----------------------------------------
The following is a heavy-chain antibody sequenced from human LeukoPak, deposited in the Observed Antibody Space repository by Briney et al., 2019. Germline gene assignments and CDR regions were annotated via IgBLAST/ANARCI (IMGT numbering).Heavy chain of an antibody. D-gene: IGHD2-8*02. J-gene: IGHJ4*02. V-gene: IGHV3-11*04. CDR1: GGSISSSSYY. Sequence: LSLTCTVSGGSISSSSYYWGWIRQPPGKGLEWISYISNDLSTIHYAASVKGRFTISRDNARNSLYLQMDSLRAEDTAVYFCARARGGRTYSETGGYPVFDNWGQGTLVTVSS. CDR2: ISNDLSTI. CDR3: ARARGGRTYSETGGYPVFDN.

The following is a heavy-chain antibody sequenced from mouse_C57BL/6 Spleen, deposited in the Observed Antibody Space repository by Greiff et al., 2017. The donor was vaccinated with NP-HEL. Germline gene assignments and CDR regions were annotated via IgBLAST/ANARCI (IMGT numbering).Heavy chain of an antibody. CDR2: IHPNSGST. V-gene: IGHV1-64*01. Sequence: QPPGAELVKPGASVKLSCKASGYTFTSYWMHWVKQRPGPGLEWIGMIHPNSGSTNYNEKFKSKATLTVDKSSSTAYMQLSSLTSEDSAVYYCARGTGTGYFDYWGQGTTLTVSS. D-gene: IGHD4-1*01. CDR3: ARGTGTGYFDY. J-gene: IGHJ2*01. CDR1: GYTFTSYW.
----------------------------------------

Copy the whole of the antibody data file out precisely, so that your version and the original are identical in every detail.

The following is a heavy-chain antibody sequenced from human LeukoPak, deposited in the Observed Antibody Space repository by Briney et al., 2019. Germline gene assignments and CDR regions were annotated via IgBLAST/ANARCI (IMGT numbering).Heavy chain of an antibody. D-gene: IGHD2-8*02. J-gene: IGHJ4*02. V-gene: IGHV3-11*04. CDR1: GGSISSSSYY. Sequence: LSLTCTVSGGSISSSSYYWGWIRQPPGKGLEWISYISNDLSTIHYAASVKGRFTISRDNARNSLYLQMDSLRAEDTAVYFCARARGGRTYSETGGYPVFDNWGQGTLVTVSS. CDR2: ISNDLSTI. CDR3: ARARGGRTYSETGGYPVFDN.

The following is a heavy-chain antibody sequenced from mouse_C57BL/6 Spleen, deposited in the Observed Antibody Space repository by Greiff et al., 2017. The donor was vaccinated with NP-HEL. Germline gene assignments and CDR regions were annotated via IgBLAST/ANARCI (IMGT numbering).Heavy chain of an antibody. CDR2: IHPNSGST. V-gene: IGHV1-64*01. Sequence: QPPGAELVKPGASVKLSCKASGYTFTSYWMHWVKQRPGPGLEWIGMIHPNSGSTNYNEKFKSKATLTVDKSSSTAYMQLSSLTSEDSAVYYCARGTGTGYFDYWGQGTTLTVSS. D-gene: IGHD4-1*01. CDR3: ARGTGTGYFDY. J-gene: IGHJ2*01. CDR1: GYTFTSYW.